Crime Fiction Alphabet: V is for A Fatal Inversion by Barbara Vine

Kerrie’s Crime Fiction Alphabet series moves towards the end of the alphabet and has now reached the letter ‘V’.

A Fatal Inversion was first published in 1987 and was reissued in 2009 by Penguin Books.

Although about a group of not very likeable characters I was drawn into the world of this mystery. In 1976 Adam, a university student of 19 inherited Wyvis Hall from his great-uncle. He stayed there for a while that hot summer with a group of young people. Something tragic and terrible happened which led to them leaving the house and eventually Adam sold it. Then ten years later the current owners, whilst burying their pet dog in the animal cemetery in the woods, find the bones of a young woman and a baby. The police are seeking previous owners of the Hall to identify the bodies.

It’s a complicated plot told in flashbacks, seen from mainly three of the characters’ viewpoints – Adam, his friend, Rufus, a medical student, and Shiva, a British Indian. Shiva and his friend Vivian had thought they were joining a commune whereas with no money Adam was just keen to get others to contribute. They are reduced to selling his uncle’s silver for food and drugs and after Zosie’s arrival to stealing to support themselves. I thought the characterisation was good and the setting excellent – a grand old house, out in the Suffolk countryside surrounded by dark, dense and menacing pine woods, ‘the kind of place you saw in story-book illustrations or even in your dreams and out of which things were liable to come creeping.’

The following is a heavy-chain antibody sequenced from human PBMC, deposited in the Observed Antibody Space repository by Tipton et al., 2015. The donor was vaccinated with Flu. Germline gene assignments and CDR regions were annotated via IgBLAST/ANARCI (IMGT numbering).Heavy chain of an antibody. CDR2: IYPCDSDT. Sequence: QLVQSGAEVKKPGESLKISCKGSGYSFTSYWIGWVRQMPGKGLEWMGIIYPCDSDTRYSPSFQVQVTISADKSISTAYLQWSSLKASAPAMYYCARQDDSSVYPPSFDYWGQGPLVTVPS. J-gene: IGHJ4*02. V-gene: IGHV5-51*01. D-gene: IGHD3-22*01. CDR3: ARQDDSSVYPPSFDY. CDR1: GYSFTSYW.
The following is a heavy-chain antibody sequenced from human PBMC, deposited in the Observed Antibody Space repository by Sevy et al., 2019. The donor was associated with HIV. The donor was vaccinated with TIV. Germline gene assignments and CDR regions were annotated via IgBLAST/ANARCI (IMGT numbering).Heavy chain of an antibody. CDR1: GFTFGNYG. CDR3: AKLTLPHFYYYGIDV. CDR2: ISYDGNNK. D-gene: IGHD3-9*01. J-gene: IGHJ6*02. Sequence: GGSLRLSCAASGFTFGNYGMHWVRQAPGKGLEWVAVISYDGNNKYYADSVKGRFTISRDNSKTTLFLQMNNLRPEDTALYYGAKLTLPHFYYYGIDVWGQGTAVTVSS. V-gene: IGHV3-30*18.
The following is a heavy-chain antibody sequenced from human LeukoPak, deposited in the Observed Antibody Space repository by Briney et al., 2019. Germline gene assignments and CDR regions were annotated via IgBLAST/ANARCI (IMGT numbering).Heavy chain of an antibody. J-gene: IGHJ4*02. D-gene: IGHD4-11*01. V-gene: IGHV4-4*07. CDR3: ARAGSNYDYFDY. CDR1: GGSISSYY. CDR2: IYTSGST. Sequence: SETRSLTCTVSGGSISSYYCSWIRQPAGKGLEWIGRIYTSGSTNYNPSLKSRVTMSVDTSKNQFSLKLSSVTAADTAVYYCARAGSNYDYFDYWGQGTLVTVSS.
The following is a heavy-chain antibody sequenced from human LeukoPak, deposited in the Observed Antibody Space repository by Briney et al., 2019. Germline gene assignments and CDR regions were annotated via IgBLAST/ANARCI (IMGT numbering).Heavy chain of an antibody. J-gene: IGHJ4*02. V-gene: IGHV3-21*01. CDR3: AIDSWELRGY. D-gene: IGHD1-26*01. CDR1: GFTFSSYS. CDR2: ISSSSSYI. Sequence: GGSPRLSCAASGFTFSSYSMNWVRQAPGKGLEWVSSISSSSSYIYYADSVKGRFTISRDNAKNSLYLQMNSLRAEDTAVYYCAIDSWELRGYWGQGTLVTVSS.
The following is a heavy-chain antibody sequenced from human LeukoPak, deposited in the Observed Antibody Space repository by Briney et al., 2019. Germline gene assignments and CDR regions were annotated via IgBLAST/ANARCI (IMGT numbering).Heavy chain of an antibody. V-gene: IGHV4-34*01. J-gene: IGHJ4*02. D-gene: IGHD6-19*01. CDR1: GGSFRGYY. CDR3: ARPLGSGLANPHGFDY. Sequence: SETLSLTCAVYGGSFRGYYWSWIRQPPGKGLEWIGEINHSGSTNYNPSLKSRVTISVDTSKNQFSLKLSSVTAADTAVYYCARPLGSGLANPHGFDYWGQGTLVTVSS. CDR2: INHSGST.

I wasn’t sure at first who the victims were, but the killer soon becomes obvious. I thought it a clever book, with clues dropped casually, so that I had to read it carefully. The plot covers a number of issues – family relationships, friendship, loyalty, race and class discrimination, the consequences of our actions and above all the nature of evil and guilt.  The ending is most satisfying, such a neat inversion, I thought.

5 thoughts on “Crime Fiction Alphabet: V is for A Fatal Inversion by Barbara Vine”

  1. Margaret – Thanks for this review. Ruth Rendell/Barbara Vine does such a good job (at least I think) of exploring those larger themes, and of psychological suspense. I’m glad you chose one of her novels.

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  2. It’s nice when you can relate to or sympathize with characters in a book, which is really not the case here, but they were so fascinating to read about I didn’t care. It was like being a fly on the wall watching what they were doing. This is one of my very favorite Vine books. She is so talented at getting into the mind’s of people and seeing how they tick!

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